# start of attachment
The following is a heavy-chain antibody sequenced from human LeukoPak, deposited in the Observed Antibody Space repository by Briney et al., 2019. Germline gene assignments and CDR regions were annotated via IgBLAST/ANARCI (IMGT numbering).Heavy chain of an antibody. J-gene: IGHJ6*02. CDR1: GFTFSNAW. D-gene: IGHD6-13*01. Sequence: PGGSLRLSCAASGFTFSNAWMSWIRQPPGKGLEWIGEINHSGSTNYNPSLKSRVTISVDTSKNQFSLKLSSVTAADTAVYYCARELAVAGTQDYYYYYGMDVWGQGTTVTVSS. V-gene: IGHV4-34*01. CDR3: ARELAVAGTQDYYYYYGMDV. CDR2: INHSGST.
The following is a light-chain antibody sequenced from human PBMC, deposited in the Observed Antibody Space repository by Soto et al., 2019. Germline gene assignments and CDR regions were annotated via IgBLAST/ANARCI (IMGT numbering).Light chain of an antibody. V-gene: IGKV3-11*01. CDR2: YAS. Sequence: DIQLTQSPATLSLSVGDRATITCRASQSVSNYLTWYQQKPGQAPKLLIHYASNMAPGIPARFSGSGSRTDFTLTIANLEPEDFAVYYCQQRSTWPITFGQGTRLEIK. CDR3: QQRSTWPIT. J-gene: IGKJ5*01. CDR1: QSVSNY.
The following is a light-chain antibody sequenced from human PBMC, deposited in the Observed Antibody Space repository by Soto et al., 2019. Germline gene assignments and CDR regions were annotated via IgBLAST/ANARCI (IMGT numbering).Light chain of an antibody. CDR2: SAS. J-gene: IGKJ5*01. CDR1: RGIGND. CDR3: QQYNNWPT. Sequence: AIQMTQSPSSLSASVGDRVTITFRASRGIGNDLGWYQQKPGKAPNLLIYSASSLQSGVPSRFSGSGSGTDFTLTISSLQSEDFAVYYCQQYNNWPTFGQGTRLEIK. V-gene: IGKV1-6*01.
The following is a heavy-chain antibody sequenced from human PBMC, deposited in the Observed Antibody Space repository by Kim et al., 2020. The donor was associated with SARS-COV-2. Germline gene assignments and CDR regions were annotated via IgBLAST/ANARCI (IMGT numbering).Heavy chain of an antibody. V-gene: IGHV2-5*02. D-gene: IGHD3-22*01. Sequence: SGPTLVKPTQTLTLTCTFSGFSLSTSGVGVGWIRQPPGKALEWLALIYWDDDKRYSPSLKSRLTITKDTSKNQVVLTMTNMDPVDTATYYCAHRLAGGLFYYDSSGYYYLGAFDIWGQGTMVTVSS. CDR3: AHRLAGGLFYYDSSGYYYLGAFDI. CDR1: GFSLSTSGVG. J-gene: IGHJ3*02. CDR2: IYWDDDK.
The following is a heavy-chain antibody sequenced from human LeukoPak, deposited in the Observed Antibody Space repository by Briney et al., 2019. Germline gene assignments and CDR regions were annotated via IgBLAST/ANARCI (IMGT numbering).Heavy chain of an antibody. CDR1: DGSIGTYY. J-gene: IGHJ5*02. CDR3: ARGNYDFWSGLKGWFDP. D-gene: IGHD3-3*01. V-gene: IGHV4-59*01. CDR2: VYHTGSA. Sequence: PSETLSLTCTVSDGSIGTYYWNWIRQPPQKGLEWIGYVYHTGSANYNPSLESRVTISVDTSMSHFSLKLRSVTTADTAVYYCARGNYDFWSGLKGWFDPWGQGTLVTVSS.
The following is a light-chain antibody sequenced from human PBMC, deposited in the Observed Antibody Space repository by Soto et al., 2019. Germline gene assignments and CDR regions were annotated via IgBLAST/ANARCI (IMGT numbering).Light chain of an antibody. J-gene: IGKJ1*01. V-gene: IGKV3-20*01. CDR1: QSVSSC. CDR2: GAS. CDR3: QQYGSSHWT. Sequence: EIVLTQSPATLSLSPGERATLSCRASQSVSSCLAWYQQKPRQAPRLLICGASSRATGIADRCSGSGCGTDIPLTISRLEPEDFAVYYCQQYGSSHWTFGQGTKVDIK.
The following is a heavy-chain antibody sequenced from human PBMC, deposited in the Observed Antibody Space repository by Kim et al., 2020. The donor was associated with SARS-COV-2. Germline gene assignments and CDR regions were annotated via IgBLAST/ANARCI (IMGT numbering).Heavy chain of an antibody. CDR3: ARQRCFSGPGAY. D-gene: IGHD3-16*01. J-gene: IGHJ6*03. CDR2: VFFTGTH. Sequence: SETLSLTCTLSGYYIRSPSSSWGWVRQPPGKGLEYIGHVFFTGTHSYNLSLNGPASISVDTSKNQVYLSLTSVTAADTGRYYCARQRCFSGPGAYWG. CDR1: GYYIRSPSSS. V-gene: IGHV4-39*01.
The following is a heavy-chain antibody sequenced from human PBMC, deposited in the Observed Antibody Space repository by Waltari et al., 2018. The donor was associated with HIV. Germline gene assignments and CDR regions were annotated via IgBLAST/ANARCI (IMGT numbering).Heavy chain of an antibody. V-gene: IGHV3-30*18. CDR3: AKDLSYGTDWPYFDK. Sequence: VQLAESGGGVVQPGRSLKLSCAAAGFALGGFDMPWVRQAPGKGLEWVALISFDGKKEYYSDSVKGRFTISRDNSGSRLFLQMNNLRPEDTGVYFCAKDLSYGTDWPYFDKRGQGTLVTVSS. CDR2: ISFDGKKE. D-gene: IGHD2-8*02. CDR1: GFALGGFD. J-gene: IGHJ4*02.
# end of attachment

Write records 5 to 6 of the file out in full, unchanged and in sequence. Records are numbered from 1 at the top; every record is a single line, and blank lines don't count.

The following is a heavy-chain antibody sequenced from human LeukoPak, deposited in the Observed Antibody Space repository by Briney et al., 2019. Germline gene assignments and CDR regions were annotated via IgBLAST/ANARCI (IMGT numbering).Heavy chain of an antibody. CDR1: DGSIGTYY. J-gene: IGHJ5*02. CDR3: ARGNYDFWSGLKGWFDP. D-gene: IGHD3-3*01. V-gene: IGHV4-59*01. CDR2: VYHTGSA. Sequence: PSETLSLTCTVSDGSIGTYYWNWIRQPPQKGLEWIGYVYHTGSANYNPSLESRVTISVDTSMSHFSLKLRSVTTADTAVYYCARGNYDFWSGLKGWFDPWGQGTLVTVSS.
The following is a light-chain antibody sequenced from human PBMC, deposited in the Observed Antibody Space repository by Soto et al., 2019. Germline gene assignments and CDR regions were annotated via IgBLAST/ANARCI (IMGT numbering).Light chain of an antibody. J-gene: IGKJ1*01. V-gene: IGKV3-20*01. CDR1: QSVSSC. CDR2: GAS. CDR3: QQYGSSHWT. Sequence: EIVLTQSPATLSLSPGERATLSCRASQSVSSCLAWYQQKPRQAPRLLICGASSRATGIADRCSGSGCGTDIPLTISRLEPEDFAVYYCQQYGSSHWTFGQGTKVDIK.